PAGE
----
Monday, December 10, 2012

Am I Becoming THAT Mom?

This is a bit of a rant. I apologise in advance. I was trying to move beyond this tonight, to wait until I can speak with the school tomorrow. But I am livid, and it is eating at me.

Little Boo is a super little guy, with a big heart and an interesting set of challenges that make life more difficult for him some (most) days. He's ADHD, ODD (Oppositional Defiant Disorder) and Gifted (at least on the verbal spectrum).  He's been reading since he was 4, and currently reads a couple of grade levels above expected. He's in first grade and he reads chapter books. (And, no, I don't in any way think he is alone in this. I just want to lay the groundwork here.)

A couple of weeks ago he borrowed a book from the school library that was part of a fantasy series. Chapter book. Content totally age-appropriate (I read it too). It is written for elementary grades. He loved it. But today, when he selected two more books from the series to read, the library teacher took them from him and told him they were for the older kids, and he was not allowed to borrow from that section of the collection. The books are too old for him.


Apparently she had been away the last library visit, and the teacher filling in for her had a much more open view of the matter.

Regardless of the specifics here, that my guy is perfectly capable of reading at that level, and he in fact has already started that series, how is it ok for this teacher to deny a child a book they wish to read? Even if it were beyond his ability, isn't the point of school to stretch your mind and learn new things? Constant development? So what if he ended up having it read to him? He was showing interest in reading, and that should have been welcomed and encouraged. It's not like he was trying to check out porn, or even teen angst. If it were Judy Blume, I would agree with the teacher - he's not developmentally ready for the content of Tales of a Fourth Grade Nothing, though he could technically read it. And I'm not ready for the questions.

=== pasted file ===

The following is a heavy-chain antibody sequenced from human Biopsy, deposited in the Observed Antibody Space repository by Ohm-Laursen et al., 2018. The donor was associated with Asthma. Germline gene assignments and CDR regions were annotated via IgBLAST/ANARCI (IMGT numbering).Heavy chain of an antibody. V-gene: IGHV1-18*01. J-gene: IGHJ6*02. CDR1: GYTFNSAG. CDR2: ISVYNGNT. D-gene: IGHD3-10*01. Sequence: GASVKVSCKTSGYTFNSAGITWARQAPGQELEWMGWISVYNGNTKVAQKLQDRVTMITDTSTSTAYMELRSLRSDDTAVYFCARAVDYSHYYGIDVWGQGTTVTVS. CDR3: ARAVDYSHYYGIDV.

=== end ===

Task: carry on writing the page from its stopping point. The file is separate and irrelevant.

In the end, because of his other issues, he wasn't able to calmly explain himself. He did tell her he had already read Book 12 (why do things in order, right?), but when she wouldn't listen, he felt himself boiling over and went to sit in a quiet spot and calm down. But this interaction affected his behaviour for the rest of the day, and I now have a very sad and frustrated little boy, who was really looking forward to reading another of these stories tonight.

I've left a heads-up message with the school office, and I'll make an appointment with the principal in the morning. I am really hoping that Michael has misunderstood this interaction, but he re-told it so clearly, I don't think that is the case. No, the library teacher shouldn't be expected to be aware of the reading level of every child in the school. But she should be willing to accept that the kids develop skills at different rates, and not everyone fits the standard templates. Shouldn't she?

Wish me luck tomorrow. Not so much with my meeting itself, but with keeping my cool. I so do not want to become THAT mom. But I do think it is important to stand up for my guy. And I don't want him being restricted to "age-level" reading materials for the rest of the school year. He'll be bored silly and may never read again!

Tell me, am I out of line? (Please, tell me now, before I make an ass of myself.)

Update: I met with the principal on Wednesday, and she was very supportive. She had spoken with the library teacher, who had a different take on the incident. She said the issue was not that the books were too old for him, but that he still had other books out. I made it clear that the "other books" had gone into school that morning, and did not come home, so I suspected he'd returned them. Also, Little Boo is a lousy liar (thank God!), and he was so clear on what had happened and what she said, that I knew it came from somewhere. Perhaps a misinterpretation, but ...

Bottom line, the principal agrees with everything I said above, and promised she would make it clear with the library teacher that the kids can borrow whatever books they wish, regardless of perceived reading level. And yesterday he came home with the two books he had wanted on Monday. He was so excited!!

All's well that ends well. Thanks all for your support

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